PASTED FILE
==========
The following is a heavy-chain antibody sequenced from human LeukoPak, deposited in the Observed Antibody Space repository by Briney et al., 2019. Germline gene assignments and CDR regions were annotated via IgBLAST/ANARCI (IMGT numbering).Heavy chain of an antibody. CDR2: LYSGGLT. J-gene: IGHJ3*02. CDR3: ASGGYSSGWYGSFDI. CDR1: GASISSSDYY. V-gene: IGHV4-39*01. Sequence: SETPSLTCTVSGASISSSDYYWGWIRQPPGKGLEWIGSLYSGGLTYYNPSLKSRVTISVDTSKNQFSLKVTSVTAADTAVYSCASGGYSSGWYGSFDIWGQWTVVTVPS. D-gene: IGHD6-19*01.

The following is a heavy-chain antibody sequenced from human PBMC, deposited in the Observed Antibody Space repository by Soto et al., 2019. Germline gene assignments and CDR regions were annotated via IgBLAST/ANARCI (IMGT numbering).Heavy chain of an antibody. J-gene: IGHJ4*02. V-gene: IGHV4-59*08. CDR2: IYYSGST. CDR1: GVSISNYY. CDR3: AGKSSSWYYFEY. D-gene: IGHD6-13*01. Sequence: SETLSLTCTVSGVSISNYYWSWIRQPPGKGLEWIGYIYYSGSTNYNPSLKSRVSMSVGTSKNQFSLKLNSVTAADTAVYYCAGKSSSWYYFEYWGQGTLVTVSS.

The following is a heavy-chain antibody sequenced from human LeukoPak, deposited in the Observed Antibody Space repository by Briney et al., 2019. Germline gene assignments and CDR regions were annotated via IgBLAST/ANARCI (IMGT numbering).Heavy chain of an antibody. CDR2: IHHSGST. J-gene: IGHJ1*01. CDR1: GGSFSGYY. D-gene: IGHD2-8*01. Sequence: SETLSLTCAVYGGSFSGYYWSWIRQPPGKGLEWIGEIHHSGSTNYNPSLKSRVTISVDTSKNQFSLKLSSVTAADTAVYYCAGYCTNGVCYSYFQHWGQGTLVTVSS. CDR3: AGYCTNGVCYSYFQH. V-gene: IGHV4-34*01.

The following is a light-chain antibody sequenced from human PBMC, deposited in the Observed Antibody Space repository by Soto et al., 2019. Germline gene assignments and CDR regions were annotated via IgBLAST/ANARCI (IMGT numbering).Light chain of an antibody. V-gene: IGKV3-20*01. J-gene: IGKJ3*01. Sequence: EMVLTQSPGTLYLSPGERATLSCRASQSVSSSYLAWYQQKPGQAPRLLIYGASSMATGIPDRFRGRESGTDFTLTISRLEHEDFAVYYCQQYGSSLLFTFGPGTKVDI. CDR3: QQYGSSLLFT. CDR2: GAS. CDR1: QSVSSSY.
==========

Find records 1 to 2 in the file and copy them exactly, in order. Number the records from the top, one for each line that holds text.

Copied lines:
The following is a heavy-chain antibody sequenced from human LeukoPak, deposited in the Observed Antibody Space repository by Briney et al., 2019. Germline gene assignments and CDR regions were annotated via IgBLAST/ANARCI (IMGT numbering).Heavy chain of an antibody. CDR2: LYSGGLT. J-gene: IGHJ3*02. CDR3: ASGGYSSGWYGSFDI. CDR1: GASISSSDYY. V-gene: IGHV4-39*01. Sequence: SETPSLTCTVSGASISSSDYYWGWIRQPPGKGLEWIGSLYSGGLTYYNPSLKSRVTISVDTSKNQFSLKVTSVTAADTAVYSCASGGYSSGWYGSFDIWGQWTVVTVPS. D-gene: IGHD6-19*01.

The following is a heavy-chain antibody sequenced from human PBMC, deposited in the Observed Antibody Space repository by Soto et al., 2019. Germline gene assignments and CDR regions were annotated via IgBLAST/ANARCI (IMGT numbering).Heavy chain of an antibody. J-gene: IGHJ4*02. V-gene: IGHV4-59*08. CDR2: IYYSGST. CDR1: GVSISNYY. CDR3: AGKSSSWYYFEY. D-gene: IGHD6-13*01. Sequence: SETLSLTCTVSGVSISNYYWSWIRQPPGKGLEWIGYIYYSGSTNYNPSLKSRVSMSVGTSKNQFSLKLNSVTAADTAVYYCAGKSSSWYYFEYWGQGTLVTVSS.